You may have heard of Netflix’s new show: Insatiable.

There has been much controversy surrounding the show since before its premiere. The show, which is about an overweight girl (Patty) who loses 70lbs and goes on a revenge binge, attempts satire but falls alarmingly short. A petition to cancel the show on has gotten over 230,000 signatures. If only the fat-shaming were the only issue with this new series. Insatiable does not do a good job portraying fat people, and it’s tone-deaf in the way it addresses sexual assault and abuse with comedy. It embraces racist tropes and insults those with southern accents.

So what’s wrong with Insatiable?

Ok, well – if you aren’t convinced by the first paragraph, let’s delve in a little deeper. Let’s start with the premise. The show is about 17-year-old Patty (not a popular name in what’s supposed to be her birth year — 2001 — but it rhymes with fatty, so they ran with it). Patty is overweight and thus unhappy, mistreated, and basically friendless. Miraculously, she loses 70lbs in three months! How, you might ask? Through hard work and determination? Nope! She had her jaw wired shut. Why? Because a homeless man punched her. Why? Because she punched him first! Why? Because he was trying to take her candy bar. This protection of a snack to the point of violence is the first sign that, no matter how bad you heard Insatiable is, it’s worse.

Satire is often used to address sensitive topics and expose biases and misconceptions around each one. However, Insatiable is extremely inelegant in its execution of satire. The show is a wannabe campy satire that clumsily tries to tackle body image and weight, while also mangling other topics such as sexuality, sexual agency, classism, race, and transgender acceptance.

The best intentions

An interview with Lauren Guiss, the creator of the Insatiable (Refinery29), reveals that she really did have the best intentions for the show. In the interview she states:

“I want to break down the walls. I feel like we’ve reached a point in our culture where we’re afraid of saying things. I feel like we’re in a position where we’re in a lot of danger of censorship. I would much rather get things out in the open, beat the rug and talk about it instead of brushing it under the rug. Sometimes this is what it takes to get people talking about things.

“If you don’t talk about it the right way, you’re not allowed about to talk about it. That doesn’t breed connection — that breeds more isolation and more polarization.”

I think we all can agree that we do need to talk about things. And yes, sometimes those conversations don’t look entirely PC. But maybe there is a better way?

Shows that do it better:

Believe it or not, there are shows out there that depict plus size women as happy and capable of living full lives. These shows manage to tackle body image, without making it the sole defining characteristic of the character.


“Plum Kettle is a ghostwriter for the editor of one of New York’s hottest fashion magazines. Struggling with self-image and fed up with how she’s treated by her boss and society, Plum sets out on a wildly complicated road to self-awakening. At the same time, everyone is buzzing over news reports about men, accused of sexual abuse and assault, who are disappearing and meeting untimely, violent deaths.” (IMDB)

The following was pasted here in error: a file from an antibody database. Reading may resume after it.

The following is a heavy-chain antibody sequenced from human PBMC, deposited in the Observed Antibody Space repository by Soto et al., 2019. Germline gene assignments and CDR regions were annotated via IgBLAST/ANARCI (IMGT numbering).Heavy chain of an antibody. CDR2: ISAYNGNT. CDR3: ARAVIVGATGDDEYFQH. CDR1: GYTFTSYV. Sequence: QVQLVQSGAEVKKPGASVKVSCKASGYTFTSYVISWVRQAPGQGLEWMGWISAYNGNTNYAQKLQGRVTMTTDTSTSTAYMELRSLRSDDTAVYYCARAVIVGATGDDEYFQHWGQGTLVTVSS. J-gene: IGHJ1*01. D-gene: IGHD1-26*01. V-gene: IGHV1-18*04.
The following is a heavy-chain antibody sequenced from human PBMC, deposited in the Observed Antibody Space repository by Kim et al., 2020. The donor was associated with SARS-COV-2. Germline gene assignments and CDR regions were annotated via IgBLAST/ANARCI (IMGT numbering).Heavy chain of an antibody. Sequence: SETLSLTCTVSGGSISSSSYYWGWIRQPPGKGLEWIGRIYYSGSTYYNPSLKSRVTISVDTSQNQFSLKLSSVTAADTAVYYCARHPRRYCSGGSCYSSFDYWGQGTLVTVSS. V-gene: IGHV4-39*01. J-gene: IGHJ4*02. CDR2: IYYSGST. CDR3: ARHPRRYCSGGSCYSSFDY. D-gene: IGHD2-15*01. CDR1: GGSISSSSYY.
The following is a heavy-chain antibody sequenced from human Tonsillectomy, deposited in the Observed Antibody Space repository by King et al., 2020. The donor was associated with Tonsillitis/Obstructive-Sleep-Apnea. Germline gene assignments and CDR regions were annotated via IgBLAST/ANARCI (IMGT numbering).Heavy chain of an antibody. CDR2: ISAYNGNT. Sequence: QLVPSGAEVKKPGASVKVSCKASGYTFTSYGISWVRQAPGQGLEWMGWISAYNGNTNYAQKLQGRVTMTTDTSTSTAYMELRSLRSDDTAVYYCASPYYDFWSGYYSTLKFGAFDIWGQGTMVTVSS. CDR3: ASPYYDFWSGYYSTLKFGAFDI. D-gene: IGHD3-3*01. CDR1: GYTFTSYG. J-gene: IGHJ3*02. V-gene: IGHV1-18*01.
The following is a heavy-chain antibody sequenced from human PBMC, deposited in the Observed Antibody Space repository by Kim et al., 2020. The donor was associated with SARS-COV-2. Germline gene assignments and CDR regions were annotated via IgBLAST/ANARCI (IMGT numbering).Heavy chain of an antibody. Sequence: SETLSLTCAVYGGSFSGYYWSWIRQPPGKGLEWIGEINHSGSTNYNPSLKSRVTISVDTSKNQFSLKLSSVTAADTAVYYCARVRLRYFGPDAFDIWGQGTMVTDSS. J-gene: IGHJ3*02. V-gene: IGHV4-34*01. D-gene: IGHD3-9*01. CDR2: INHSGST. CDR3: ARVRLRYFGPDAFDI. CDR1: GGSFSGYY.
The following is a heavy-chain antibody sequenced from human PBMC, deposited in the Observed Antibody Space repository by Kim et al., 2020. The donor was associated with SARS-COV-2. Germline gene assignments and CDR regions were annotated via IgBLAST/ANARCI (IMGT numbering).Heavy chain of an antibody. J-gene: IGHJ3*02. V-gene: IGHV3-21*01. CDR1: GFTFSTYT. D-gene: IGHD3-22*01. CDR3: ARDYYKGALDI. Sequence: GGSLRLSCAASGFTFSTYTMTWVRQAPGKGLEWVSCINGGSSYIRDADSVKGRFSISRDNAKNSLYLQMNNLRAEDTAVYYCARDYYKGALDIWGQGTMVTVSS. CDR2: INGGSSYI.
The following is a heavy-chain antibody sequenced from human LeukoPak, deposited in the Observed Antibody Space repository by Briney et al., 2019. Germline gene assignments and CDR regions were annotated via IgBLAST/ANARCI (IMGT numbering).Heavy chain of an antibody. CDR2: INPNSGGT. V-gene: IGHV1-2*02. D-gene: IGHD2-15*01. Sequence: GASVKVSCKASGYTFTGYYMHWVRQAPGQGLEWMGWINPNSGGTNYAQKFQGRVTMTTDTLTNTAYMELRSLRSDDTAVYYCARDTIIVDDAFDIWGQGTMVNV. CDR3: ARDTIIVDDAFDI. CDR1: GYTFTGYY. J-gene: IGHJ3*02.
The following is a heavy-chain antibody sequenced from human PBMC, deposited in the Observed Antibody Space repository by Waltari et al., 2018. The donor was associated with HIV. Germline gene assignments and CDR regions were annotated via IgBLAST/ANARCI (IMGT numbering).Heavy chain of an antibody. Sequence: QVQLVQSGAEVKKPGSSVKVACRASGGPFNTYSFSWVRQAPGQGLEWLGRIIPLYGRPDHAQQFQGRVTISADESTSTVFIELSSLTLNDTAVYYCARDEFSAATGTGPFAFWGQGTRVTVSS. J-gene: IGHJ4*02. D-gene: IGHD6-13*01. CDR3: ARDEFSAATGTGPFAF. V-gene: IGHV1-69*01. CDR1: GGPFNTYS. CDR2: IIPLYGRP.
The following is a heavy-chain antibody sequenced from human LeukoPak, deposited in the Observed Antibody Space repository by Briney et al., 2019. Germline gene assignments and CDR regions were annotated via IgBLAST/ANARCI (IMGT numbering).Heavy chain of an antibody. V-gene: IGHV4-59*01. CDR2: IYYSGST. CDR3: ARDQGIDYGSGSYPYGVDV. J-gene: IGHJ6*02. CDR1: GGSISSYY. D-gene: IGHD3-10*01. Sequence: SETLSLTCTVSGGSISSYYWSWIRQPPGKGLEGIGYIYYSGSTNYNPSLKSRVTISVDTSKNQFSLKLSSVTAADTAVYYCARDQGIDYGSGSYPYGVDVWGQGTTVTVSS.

Drop Dead Diva

“Deb, a shallow model’s sudden demise results in her being reincarnated as Jane, a plus size lawyer with astonishing intelligence. As Deb sees life through Jane’s eyes, she realizes it doesn’t matter how big you are, just how you accept it and know you’re beautiful no matter what people say.” (IMDB)


“The assorted humiliations, disasters and rare triumphs of four very different twenty-something girls: Hannah, an aspiring writer; Marnie, an art gallery assistant and cousins Jessa and Shoshanna.” (IMDB)

The Mindy Project

“The series follows obstetrician/gynecologist Mindy Lahiri (Mindy Kaling) as she tries to balance her personal and professional life, surrounded by quirky co-workers in a small medical practice in New York City. The character was inspired by Kaling’s own mother, an OB/GYN. Mindy explores life with the help of her co-workers: Danny Castellano, her best friend and love interest, whose religious sensibilities occasionally cause some tension; Jeremy Reed, an English physician who manages the practice; Peter Prentice, another physician who was a fraternity jock while attending Dartmouth; Morgan Tookers, a wacky, yet loveable registered nurse and an ex-con; Tamra Webb, a blunt nurse; and Beverley, the libidinous older office receptionist.” (Wikipedia)

My Mad Fat Diary

“Rae is a young teenage girl struggling with mental health issues. Having spent time in a psychiatric institute, she comes out and tries to make connections with her friends and family. However, her friends are unaware of her stay in hospital and life doesn’t always go her way.” (IMDB)

Have you seen insatiable? What did you think? How about any of these other shows — how did they stack up?